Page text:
“When many people think of middle schoolers, they don’t always think about them in a good way or in the most positive light possible,” reflected Dr. Nichols. “But middle schoolers have great capacities in many areas, and what our students are able to accomplish makes my mouth drop open in marvel and wonder. They are extraordinary.”
Dr. Nichols, who teaches STEM rocketry at the school to first through third graders, recounted how the school’s student STEM ISS team had an hour-long conversation with two engineers from Boeing, as they tried to diagnose and correct an electrical problem on their experiment’s ground unit.
“I watched and listened to their video conference call, as our students and the Boeing engineers had this in-depth discussion using space and electrical engineering terms, and no one missed a beat, they were communicating clearly and in an engineering context with each other,” explained Dr. Nichols, who was a 2015 Innovation Scholar at the University of Southern California. “It was amazing.”
Once the experiment is aboard the space station Monday and activated by astronauts, data will begin to be streamed to the Quest for Space facility in northern California and then to the 11 participating schools in the innovative space education project.
ALCS has three sections of its SpaceEagles STEM Space Science and Engineering Program: STEM Rocketry (grades 1-3); Quest for Space Beta ISS Level 1 (grades 4-5), which prepares students to construct experiments for space; and Quest for Space Beta ISS Level 2 (grades 6-8), which creates and delivers experiments for actual transport and utilization in space aboard the ISS.
“In our worldview, God designed us innately to be learners and creators and innovators. It’s what we do as human beings,” explained Dr. Nichols. “When kids are creative, they are a direct reflection of Christ, their Creator. Their imagination is virtually limitless. And God blesses that, because that’s how He’s wired us to learn. And when our kids learn like this, it is a wonderful thing to behold.”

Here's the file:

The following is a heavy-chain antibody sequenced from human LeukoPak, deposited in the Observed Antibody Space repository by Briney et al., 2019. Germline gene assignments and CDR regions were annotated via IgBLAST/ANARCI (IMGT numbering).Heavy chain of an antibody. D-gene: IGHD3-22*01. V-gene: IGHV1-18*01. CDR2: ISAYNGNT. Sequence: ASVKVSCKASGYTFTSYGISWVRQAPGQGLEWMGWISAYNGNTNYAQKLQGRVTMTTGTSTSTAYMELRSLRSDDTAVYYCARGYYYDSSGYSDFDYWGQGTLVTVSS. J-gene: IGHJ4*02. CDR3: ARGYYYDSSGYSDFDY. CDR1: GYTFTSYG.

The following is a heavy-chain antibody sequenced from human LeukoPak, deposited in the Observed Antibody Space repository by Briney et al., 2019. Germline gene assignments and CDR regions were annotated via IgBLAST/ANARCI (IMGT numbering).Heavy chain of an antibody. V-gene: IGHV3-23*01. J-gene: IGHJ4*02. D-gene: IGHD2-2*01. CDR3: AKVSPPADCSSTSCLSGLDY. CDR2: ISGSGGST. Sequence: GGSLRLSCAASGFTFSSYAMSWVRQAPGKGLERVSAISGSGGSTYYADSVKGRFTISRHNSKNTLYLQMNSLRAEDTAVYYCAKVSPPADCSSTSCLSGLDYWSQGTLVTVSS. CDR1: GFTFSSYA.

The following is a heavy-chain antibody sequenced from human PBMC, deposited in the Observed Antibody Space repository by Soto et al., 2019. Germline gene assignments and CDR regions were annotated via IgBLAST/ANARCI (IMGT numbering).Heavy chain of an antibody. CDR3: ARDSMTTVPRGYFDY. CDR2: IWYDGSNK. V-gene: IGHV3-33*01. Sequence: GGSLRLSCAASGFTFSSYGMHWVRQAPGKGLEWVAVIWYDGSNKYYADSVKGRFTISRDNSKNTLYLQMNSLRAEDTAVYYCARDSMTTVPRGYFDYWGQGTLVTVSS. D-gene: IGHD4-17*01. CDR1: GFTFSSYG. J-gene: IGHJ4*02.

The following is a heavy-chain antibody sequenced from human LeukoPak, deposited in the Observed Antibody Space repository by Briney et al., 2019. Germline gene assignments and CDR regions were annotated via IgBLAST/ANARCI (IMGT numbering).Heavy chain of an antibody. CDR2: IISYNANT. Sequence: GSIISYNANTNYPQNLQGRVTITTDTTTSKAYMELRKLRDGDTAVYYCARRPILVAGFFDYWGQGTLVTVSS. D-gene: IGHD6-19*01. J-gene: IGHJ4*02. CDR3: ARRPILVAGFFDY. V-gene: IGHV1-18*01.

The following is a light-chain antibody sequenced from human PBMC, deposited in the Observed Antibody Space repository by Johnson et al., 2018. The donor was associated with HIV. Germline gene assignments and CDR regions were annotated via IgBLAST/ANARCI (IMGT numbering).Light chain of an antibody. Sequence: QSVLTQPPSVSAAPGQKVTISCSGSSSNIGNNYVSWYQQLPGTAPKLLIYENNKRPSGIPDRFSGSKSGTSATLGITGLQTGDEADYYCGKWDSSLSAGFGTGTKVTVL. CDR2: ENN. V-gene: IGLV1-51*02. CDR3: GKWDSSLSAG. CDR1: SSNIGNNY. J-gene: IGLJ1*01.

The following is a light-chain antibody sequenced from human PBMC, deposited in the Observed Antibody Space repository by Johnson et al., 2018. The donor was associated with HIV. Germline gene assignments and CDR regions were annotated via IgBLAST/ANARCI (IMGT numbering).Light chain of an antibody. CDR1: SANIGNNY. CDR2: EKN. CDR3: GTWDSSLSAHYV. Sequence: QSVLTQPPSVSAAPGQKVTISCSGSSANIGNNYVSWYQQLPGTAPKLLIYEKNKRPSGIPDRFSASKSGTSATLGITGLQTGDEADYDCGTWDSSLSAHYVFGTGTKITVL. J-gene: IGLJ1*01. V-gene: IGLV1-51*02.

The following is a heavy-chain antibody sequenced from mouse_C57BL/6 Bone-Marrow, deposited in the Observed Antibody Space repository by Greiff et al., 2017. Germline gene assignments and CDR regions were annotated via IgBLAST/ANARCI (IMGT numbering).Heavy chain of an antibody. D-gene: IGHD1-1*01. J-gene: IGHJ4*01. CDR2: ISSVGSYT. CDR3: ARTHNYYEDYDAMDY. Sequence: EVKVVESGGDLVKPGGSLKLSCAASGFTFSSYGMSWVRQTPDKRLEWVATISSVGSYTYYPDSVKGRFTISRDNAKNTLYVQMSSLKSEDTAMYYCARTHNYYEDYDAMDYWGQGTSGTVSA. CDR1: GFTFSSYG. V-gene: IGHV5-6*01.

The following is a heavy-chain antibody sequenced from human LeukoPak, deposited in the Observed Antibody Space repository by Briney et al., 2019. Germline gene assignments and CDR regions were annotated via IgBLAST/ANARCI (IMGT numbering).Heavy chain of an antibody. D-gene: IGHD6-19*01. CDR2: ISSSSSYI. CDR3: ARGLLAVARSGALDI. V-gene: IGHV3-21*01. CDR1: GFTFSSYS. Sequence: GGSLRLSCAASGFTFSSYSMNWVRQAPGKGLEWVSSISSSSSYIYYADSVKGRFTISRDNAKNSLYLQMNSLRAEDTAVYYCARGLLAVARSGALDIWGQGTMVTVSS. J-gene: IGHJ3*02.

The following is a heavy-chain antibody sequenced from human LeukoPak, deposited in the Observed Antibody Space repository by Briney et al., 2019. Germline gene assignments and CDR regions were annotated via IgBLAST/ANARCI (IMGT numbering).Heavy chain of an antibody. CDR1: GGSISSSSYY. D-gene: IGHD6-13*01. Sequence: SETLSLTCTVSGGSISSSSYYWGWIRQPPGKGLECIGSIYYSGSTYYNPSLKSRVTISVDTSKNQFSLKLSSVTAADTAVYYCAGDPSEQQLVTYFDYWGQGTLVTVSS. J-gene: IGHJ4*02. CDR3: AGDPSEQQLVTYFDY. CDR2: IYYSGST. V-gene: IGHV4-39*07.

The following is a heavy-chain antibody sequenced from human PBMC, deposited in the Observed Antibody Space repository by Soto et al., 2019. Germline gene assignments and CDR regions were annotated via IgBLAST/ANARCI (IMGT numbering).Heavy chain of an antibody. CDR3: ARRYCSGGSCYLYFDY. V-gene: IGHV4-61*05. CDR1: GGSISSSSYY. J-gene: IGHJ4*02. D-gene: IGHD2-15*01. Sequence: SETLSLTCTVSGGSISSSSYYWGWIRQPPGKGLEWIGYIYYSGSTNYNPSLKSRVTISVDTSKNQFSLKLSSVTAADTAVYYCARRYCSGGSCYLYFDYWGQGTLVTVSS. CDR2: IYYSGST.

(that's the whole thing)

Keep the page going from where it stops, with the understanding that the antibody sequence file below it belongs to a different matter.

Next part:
Of the 11 middle school programs in the nation involved in the ISS project, three are located in Southern California: Alta Loma Christian School in Rancho Cucamonga; Oaks Christian School in Westlake Village; and Rancho Christian School in Temecula.
The Quest Institute for Quality Education was founded by Valley Christian Schools of San Jose, considered one of the finest K-12 school systems in the country, in order to develop innovative and collaborative educational partnerships with schools and real-world organizations.
CRS-11 is carrying almost 6,000 pounds of science research, crew supplies and hardware to the orbiting laboratory in support of Expedition 52 and 53 crew members. The unpressurized trunk of the spacecraft also will transport solar panels, tools for Earth-observation and equipment to study neutron stars. ALCS’ OEM-1 is one of approximately 250 scientific experiments aboard CRS-11.
About 10 minutes after launch, Dragon reached its preliminary orbit. It then deployed its solar arrays and began a carefully choreographed series of thruster firings to reach the space station.
The Dragon spacecraft will remain at the space station until approximately July 2, when it will return to Earth with research and return cargo in a splashdown in the Pacific Ocean, off the coast of Baja California.
ALCS is now receiving applications from enrolled students for the 2017-2018 STEM program. Click here for more information!